Musical Epiphanies #7 – Faith – The Cure

The sun is shining (where I am anyway), everyone is t-shirt and shorts clad, and it’s been way too long since I’ve written an article. So, what better to do than write about one of the most depressing records of all time to bring everyone reading back down to earth and remind them of our nation’s slow demise into nothingness?

Whatever your view on Brexit, the EU or Boris Johnson’s ever-receding hairline, these are extremely unpredictable yet utterly dull times. Turn on the news, and you’ll get one headline, with the same commentary that’s been relentlessly supplied for the last three years. Did anyone notice the cyclone in Africa? Probably not*. We’re all too bored and fatigued in our own indifference to take notice of anything else anymore, nor are we allowed to take notice of other events.

*Donate to the aid effort here if you can

We are miserable and everything is glum. If only there were a record to aptly sum up the absolute mundanity of it all. If only!

Step back 38 years and enter 1981, the second full year of Thatcher’s reign. After the release of Seventeen Seconds the previous year, it seemed The Cure were no where near finished with their exploits in ethereal elegance, nor with their descent into gothic gloominess. While Seventeen was a dip in the pool of darkness, Faith would be one of the defining moments of goth.

I was 15 when I first listened to this record. A family friend had been pushing me to listen to it as I was on a bit of a Cure phase, though only the happy-sad-lovely hits of the late 1980s. I must admit I expected the same kind of vibes as Three Imaginary Boys, punk with a twist of pop which wasn’t a particular challenge to listen to.

First, I saw the cover of Faith. It’s quite literally 50 Shades of Grey without any of the eroticism (Disclaimer: I’m yet to see or read 50 Shades, and I think this will remain for a while). In terms of album covers that weren’t manufactured to catch your eye with colour and vibrancy, this ranks up there with the most monotonous of them all.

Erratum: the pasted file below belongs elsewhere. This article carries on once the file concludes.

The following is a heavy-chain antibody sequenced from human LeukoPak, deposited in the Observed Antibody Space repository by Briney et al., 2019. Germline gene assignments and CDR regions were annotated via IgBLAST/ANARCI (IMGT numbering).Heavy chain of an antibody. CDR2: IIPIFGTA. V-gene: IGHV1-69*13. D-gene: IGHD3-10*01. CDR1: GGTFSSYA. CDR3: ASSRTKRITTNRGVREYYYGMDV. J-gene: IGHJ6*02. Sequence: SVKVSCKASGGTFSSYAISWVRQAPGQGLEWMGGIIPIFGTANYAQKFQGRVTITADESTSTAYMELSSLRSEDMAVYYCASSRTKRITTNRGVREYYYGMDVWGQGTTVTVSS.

Yet it is a wonderfully fitting preview of what is to come. And the more you look at it, the more you’re kind of dragged into its utter misery. What looks to me like a vague outline of a church with a smattering of angular, dead-looking grass, it’s simply magnificent in its minimalism. Even the writing of ‘faith’ has an aura of total indifference.

Writing this article has made me listen to this album for the first time in ages, and there’s no sweeter welcome back than the throbbing bassline of album opener ‘The Holy Hour’. It ascends and descends wonderfully, before it’s joined by a simple drum groove and gloomy organ line. With a crash, Smith’s guitar enters the fray with crisp chords, and we’re in full motion.

‘I kneel / And wait in silence / As one by one more people slip away’. How’s that for opening lines? The lyrics become more and more gloomy, and Smith’s voice, as ever, is in an absolute league of its own.

Even the bridge, with the high pitched guitar line is simply brilliant. Following this comes the closing lines ‘I cannot hold what you devour / The sacrifice of penance / in The Holy Hour’. The bassline continues valiantly, carrying the tune along with total control and ease, rising and falling majestically before a final hit of the drums, and a weird cross between synth and church bells signals the end of the beginning of a classic record.

With a few dry cuts of strings, in races ‘Primary’, consisting solely of two bass guitars (one high, one low), drums and Smith’s urgent vocals. This has always been one I’ve continuously overlooked and dismissed as a duff track, even as the lead single. But this revisit is teaching me a lesson. The rumble of the battling basslines is irresistible, and the track is a whole is a fantastic doff-of-the-cap to the punk movement, yet made more eloquent, refined and experimental. In all, a stand out moment in the early years of The Cure.